15 Before the election, the state labor department issued Proposed Colorado Minimum Wage Order 33. Given the approved ballot measure provides for a higher minimum wage rate, and postpones the ability of the department to annually adjust the minimum wage until 2021, we expect the department to withdraw the proposal.

16 The ordinance provides: "For purposes of determining whether an employee of a restaurant, hotel, motel, inn or cabin, who customarily and regularly receives more than thirty dollars a month in tips ('tipped wage employees') is receiving the minimum hourly wage rate prescribed in this section, the amount paid the employee by the employer shall be deemed to be increased on account of the tips by an amount determined by the employer not to exceed $5.00 per hour at every Polk County Minimum Wage level. Barring anything to the contrary in Iowa or Federal law (which limitation under current Iowa and Federal law is considered to be a credit and expressed as 40 percent of the minimum wage) employers are obligated to pay employees any hourly wage amount less than the Polk County Minimum Wage." A Polk County representative informally stated recommendations would be made to amend the ordinance to clarify the second sentence's meaning and interplay with the first sentence before the ordinance takes effect in April 2017.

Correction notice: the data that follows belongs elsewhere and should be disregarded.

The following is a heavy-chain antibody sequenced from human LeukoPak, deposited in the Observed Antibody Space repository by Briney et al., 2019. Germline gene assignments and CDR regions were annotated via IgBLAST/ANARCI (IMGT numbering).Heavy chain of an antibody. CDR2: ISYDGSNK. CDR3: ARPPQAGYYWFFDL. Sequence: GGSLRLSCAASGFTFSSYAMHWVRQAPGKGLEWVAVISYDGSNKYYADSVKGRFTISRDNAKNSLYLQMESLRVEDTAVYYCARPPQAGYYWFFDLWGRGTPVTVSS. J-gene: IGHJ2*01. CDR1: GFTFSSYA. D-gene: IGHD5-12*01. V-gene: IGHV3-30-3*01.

17 See Rick Roskelley & Kathryn Blakey, Nevada Supreme Court Makes Three Major Decisions On Nevada's Minimum Wage Laws, Littler Insight (Oct. 28, 2016).

18 Although the minimum wage ordinance requires the minimum wage to be adjusted on January 1, the county has not stuck to that date and minimum wage increases in 2015 and 2016 both occurred on January 26.

19 Although the living wage ordinance suggests annual adjustments should occur on January 1, the city has regularly had the new minimum wage rate take effect on March 1.

20 New York State has also proposed changing the minimum salary exempt executive and administrative employees must be paid. See Emma Fursland and Bruce Millman, Proposed Amendment to New York State Wage Orders Set To Substantially Raise Salary Requirements For Exempt Employees, Littler Insight (Nov. 1, 2016).

The content of this article is intended to provide a general guide to the subject matter. Specialist advice should be sought about your specific circumstances.